The African Penguin Spheniscus demersus (Vulnerable) formed three new colonies during the 1980s, two on the South African mainland (Stony Point and Boulders) and one on Robben Island. One of the mainland colonies, at Boulders, Simon's Town, is in a suburban area, resulting in conflict with humans. Growth of the Boulders colony was initially rapid, largely through immigration, but has since slowed, possibly as a result of density-dependent effects either on land (where there has been active management to limit the spread of the colony) or at sea. We test the latter hypothesis by comparing the foraging effort of Penguins feeding small chicks at island and mainland sites, and relate this to the foraging area available to birds. Three-dimensional foraging paths of African Penguins were reconstructed using GPS and time–depth loggers. There were no intercolony differences in the rate at which birds dived during the day (33 dives/h), in diving depths (mean 17 m, max. 69 m) or in travelling speeds. The maximum speed recorded was 2.85 m/s, with birds travelling faster when commuting (average 1.18 m/s) than when foraging (0.93 m/s) or resting at sea (0.66 m/s during the day, 0.41 m/s at night). There were strong correlations between foraging trip duration, foraging range and total distance travelled. Foraging effort was correlated with chick age at Robben Island, but not at Boulders. Contrary to Ashmole's hypothesis, birds from Boulders (c. 1000 pairs) travelled further (46–53 km) and foraged for longer (13.2 h) than did birds from Robben Island (c. 7000 pairs) and Dassen Island (c. 21 000 pairs) (33 km, 10.3 h). The mean foraging range also differed significantly between mainland (18–20 km) and island colonies (9 km). The area available to central-place-foraging seabirds breeding on the mainland is typically less than that for seabirds breeding on islands, but the greater foraging range of Boulders birds results in an absolute foraging area roughly twice that of island colonies, and the area per pair is an order of magnitude greater for the relatively small Boulders colony. Ashmole's hypothesis assumes relatively uniform prey availability among colonies, but our results suggest this does not apply in this case. The greater foraging effort of Boulders birds probably reflects reduced prey availability in False Bay, and thus the recent slowing in growth at the colony may be the result of differential immigration rather than management actions to limit the spatial growth of the colony.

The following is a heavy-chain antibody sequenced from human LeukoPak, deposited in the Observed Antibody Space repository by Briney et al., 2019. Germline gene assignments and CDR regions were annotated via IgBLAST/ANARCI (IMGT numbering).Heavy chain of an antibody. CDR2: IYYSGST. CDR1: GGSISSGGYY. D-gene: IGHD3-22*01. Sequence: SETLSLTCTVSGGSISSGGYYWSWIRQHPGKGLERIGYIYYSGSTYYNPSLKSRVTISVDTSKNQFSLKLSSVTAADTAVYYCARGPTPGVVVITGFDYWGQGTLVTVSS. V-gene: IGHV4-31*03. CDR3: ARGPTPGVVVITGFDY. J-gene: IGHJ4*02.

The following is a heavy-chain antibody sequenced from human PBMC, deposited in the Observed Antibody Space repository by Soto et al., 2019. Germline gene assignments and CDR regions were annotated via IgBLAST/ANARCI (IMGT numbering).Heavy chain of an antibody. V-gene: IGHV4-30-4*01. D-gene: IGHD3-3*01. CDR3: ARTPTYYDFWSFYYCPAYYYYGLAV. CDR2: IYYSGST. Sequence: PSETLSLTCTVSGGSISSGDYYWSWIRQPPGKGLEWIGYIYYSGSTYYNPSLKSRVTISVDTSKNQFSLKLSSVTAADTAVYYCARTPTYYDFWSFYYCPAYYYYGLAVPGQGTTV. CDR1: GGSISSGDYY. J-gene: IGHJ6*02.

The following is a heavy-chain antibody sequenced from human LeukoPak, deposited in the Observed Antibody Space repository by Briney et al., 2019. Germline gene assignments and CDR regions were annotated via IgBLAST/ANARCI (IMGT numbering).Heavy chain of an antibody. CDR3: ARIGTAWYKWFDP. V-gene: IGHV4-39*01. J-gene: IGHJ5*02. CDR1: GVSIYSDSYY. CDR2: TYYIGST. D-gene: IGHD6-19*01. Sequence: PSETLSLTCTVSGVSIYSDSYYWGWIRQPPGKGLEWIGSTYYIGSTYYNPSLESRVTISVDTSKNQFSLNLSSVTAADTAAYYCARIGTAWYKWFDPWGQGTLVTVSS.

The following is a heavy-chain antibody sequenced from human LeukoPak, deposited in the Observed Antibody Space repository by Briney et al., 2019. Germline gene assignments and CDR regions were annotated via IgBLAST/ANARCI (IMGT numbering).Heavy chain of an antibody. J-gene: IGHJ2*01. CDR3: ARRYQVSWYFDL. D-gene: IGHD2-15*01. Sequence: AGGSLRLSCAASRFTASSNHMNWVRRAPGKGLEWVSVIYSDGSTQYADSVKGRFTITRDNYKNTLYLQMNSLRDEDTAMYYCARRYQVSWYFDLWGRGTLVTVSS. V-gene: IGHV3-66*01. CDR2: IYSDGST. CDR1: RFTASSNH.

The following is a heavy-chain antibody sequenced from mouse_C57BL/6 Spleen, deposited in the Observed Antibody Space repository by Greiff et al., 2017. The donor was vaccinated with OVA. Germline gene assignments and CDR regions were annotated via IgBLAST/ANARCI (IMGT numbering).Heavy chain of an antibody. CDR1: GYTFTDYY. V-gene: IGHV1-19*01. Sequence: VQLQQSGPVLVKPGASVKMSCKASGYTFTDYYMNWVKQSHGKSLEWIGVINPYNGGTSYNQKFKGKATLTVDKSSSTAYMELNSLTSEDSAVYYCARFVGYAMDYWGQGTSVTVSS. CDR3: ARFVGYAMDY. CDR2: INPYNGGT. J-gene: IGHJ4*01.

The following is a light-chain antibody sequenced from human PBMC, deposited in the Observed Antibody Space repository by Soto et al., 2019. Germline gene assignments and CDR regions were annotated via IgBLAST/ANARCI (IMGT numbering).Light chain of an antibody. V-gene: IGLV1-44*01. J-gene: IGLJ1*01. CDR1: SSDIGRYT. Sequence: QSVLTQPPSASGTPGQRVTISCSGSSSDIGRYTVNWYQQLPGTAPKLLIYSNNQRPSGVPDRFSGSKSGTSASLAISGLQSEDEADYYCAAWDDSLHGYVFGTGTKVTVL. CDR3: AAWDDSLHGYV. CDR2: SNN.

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Document Type: Research Article
DST/NRF Centre of Excellence at the Percy FitzPatrick Institute of African Ornithology, University of Cape Town, Rondebosch 7701, South Africa
Centre d’Ecologie et Physiologie Energétiques – Centre National de la Recherche Scientifique, 23 rue Becquerel, F-67087 Strasbourg, France
Publication date: 2006-01-01